This story has been updated from a previous version to include information from a BioMérieux statement.
NEW YORK – The US Food and Drug Administration said Tuesday that it has granted 510(k) clearance to the BioMérieux BioFire Spotfire System and Spotfire Respiratory (Spotfire R) Panel, an in vitro diagnostic used to simultaneously detect and identify multiple respiratory viral and bacterial infections in individuals suspected of having COVID-19 or other respiratory tract infections.
The platform and test were reviewed through the FDA's dual 510(k) and CLIA waiver pathway, making it the first COVID-19 test to be cleared with a CLIA waiver. In general, this means that the test can be used by operators in CLIA-waived settings and with limited or no training or hands-on experience in conducting laboratory testing — sometimes referred to as "untrained operators" — according to an FDA guidance document on the dual pathway.
BioMérieux introduced the Spotfire platform last summer with little fanfare. In a presentation accompanying its first-half 2022 results, it called Spotfire "a new modular system for molecular syndromic testing addressing point-of-care settings" and said the platform could provide results in less than 20 minutes with random-access testing of up to four tests simultaneously. It also said at the time that it had submitted the respiratory panel for FDA clearance.
In a statement, BioMérieux said the platform has a physical footprint about that of a standard sheet of paper and can be scaled up to four total modules to meet various testing volume needs.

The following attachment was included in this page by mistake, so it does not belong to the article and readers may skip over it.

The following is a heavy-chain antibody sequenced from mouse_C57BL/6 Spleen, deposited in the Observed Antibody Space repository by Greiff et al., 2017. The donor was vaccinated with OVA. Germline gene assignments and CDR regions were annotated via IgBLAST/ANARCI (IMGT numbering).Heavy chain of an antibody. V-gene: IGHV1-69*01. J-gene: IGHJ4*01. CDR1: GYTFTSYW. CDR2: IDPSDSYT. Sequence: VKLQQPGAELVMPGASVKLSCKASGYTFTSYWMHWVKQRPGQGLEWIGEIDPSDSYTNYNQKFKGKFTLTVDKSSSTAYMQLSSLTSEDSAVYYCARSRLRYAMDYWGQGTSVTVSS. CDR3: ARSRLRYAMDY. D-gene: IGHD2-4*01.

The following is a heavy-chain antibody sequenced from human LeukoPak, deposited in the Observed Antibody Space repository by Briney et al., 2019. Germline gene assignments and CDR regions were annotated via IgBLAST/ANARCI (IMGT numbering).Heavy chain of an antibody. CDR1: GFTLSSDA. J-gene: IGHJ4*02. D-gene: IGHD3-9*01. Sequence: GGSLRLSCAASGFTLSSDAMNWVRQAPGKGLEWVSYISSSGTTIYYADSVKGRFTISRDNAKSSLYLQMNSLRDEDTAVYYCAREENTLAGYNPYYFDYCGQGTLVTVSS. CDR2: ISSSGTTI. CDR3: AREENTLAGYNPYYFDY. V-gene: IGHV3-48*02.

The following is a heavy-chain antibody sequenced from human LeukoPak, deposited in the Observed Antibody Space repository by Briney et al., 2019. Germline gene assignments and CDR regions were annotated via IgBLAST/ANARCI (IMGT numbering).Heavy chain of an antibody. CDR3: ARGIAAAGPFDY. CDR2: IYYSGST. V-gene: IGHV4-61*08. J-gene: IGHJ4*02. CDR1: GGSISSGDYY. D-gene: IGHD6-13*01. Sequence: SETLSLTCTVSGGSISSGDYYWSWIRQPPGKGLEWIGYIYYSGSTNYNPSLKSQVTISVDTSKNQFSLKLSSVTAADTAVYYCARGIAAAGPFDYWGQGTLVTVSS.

"We believe the BioFire Spotfire solution is a real game changer in patient care, allowing physicians to give patients an accurate and rapid diagnosis, using only one test, during the actual patient visit," Pierre Boulud, chief operating officer, clinical operations at BioMérieux, said in a statement. "Our syndromic offer[ing] will cover most patient care settings in the US, expanding our business coverage and opportunities dramatically."
According to BioMérieux's website, the Spotfire R Panel uses a nasopharyngeal swab sample to detect as many as 15 targets including SARS-CoV-2, the cause of COVID-19. Other viral targets include influenza A and B virus, parainfluenza virus, respiratory syncytial virus (RSV), human rhinovirus, human metapneumovirus, seasonal coronavirus, and adenovirus. Bacterial targets include Bordetella pertussis, B. parapertussis, Chlamydia pneumoniae, and Mycoplasma pneumoniae. The panel's full commercial launch in the US is expected in April.
BioMérieux also said that it has developed a pared-down version of the Spotfire R Panel called the Spotfire R Panel Mini, which is intended to detect five of the most common viral causes of upper respiratory tract infections: SARS-CoV-2, influenzas A and B, RSV, and rhinovirus. This assay is not yet for sale, and the company anticipates submitting it for FDA clearance by the end of the current quarter.